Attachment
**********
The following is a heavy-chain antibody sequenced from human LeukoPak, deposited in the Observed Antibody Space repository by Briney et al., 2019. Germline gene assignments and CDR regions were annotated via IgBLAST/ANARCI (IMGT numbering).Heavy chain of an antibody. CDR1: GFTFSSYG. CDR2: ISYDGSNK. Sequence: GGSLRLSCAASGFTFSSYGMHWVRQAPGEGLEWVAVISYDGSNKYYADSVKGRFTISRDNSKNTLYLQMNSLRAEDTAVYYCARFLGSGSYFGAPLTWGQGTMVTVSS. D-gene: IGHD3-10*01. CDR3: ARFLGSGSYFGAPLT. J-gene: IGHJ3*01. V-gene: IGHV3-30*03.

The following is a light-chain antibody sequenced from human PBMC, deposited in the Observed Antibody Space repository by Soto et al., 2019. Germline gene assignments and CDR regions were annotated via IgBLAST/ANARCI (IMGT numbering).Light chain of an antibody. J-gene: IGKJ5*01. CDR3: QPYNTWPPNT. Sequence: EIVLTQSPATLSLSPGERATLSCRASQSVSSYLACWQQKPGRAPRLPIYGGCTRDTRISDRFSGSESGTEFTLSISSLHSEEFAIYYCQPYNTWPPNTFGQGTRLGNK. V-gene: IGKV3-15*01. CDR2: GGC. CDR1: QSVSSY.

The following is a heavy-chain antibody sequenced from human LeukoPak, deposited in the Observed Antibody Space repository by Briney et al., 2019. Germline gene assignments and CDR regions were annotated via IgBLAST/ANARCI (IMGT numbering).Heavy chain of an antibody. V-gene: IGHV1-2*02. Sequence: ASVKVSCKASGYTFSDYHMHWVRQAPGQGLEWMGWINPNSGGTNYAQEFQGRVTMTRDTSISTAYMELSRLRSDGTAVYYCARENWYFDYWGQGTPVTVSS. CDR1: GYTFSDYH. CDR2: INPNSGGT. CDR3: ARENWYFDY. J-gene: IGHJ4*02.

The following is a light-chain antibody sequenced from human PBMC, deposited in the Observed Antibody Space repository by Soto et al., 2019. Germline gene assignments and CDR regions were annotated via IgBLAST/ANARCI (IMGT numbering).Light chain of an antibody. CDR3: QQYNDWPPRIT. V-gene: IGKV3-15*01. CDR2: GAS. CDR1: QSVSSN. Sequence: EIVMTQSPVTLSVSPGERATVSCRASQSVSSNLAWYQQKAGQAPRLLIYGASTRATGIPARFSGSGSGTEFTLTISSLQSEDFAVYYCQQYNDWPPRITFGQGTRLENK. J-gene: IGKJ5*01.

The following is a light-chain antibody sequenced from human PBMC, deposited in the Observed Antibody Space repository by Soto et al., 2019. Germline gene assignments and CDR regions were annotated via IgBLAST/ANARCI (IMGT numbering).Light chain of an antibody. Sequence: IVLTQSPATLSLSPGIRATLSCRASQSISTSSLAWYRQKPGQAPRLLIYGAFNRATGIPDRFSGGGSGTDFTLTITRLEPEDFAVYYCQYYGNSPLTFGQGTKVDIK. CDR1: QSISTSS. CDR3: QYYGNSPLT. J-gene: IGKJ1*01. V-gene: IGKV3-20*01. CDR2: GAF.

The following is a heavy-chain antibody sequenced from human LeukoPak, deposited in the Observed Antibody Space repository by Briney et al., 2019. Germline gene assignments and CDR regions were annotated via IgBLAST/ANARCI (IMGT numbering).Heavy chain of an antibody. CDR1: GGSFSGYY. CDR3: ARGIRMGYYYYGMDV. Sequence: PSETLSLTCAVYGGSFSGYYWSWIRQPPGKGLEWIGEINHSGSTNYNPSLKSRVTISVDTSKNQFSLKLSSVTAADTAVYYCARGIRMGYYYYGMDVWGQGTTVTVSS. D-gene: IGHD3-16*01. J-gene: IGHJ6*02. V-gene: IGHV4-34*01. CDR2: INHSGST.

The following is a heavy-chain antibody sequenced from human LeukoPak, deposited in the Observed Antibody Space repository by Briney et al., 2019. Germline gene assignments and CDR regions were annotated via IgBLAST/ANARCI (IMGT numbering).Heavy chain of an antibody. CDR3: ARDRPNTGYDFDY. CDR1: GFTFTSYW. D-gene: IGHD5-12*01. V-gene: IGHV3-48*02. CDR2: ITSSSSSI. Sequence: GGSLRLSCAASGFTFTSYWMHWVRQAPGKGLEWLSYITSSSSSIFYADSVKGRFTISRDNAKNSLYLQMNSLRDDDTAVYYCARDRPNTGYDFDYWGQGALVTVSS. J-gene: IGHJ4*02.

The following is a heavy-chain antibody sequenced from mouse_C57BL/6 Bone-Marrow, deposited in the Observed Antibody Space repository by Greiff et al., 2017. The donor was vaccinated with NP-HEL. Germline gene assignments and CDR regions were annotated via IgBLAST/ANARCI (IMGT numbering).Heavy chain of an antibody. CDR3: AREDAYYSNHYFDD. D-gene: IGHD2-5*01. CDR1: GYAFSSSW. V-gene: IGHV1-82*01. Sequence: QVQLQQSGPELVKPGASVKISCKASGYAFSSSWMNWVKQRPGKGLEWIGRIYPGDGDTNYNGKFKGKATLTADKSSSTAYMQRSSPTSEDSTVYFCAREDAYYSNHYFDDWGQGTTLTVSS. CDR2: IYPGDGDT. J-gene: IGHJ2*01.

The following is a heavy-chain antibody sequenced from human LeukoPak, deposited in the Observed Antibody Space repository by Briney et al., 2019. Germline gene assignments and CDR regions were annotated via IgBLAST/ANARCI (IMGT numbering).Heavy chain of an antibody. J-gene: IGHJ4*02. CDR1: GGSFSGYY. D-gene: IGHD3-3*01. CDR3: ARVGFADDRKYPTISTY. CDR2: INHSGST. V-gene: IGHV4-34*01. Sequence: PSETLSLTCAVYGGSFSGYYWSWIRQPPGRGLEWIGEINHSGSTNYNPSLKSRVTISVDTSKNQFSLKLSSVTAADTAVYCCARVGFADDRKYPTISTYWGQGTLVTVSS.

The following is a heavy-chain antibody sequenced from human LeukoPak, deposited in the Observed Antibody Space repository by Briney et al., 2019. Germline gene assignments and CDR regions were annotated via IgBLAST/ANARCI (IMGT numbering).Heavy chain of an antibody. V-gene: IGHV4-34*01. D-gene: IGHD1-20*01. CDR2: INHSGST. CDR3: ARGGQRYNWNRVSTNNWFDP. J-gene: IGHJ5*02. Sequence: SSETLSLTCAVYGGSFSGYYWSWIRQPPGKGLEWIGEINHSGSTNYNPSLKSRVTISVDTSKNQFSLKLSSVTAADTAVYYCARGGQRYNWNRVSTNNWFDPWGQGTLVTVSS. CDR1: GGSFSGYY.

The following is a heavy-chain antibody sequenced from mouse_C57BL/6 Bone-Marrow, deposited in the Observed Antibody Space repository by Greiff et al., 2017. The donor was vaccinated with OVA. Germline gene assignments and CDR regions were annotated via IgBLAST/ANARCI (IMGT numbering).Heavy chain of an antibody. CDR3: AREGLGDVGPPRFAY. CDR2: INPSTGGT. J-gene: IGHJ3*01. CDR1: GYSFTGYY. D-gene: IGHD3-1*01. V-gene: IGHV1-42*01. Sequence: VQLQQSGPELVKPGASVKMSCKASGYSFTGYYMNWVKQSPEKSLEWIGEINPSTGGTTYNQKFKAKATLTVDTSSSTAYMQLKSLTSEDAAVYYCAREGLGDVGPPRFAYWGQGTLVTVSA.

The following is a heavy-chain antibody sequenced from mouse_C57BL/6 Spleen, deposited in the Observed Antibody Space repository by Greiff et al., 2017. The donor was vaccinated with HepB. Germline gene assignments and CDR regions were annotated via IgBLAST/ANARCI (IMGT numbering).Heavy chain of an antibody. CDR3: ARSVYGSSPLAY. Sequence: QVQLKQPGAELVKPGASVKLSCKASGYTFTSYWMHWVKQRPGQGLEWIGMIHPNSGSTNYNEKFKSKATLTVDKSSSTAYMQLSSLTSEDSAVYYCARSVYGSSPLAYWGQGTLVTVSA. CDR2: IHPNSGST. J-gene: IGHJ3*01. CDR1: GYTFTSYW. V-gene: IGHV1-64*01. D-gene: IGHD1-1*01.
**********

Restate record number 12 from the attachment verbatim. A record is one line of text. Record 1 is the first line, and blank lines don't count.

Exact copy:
The following is a heavy-chain antibody sequenced from mouse_C57BL/6 Spleen, deposited in the Observed Antibody Space repository by Greiff et al., 2017. The donor was vaccinated with HepB. Germline gene assignments and CDR regions were annotated via IgBLAST/ANARCI (IMGT numbering).Heavy chain of an antibody. CDR3: ARSVYGSSPLAY. Sequence: QVQLKQPGAELVKPGASVKLSCKASGYTFTSYWMHWVKQRPGQGLEWIGMIHPNSGSTNYNEKFKSKATLTVDKSSSTAYMQLSSLTSEDSAVYYCARSVYGSSPLAYWGQGTLVTVSA. CDR2: IHPNSGST. J-gene: IGHJ3*01. CDR1: GYTFTSYW. V-gene: IGHV1-64*01. D-gene: IGHD1-1*01.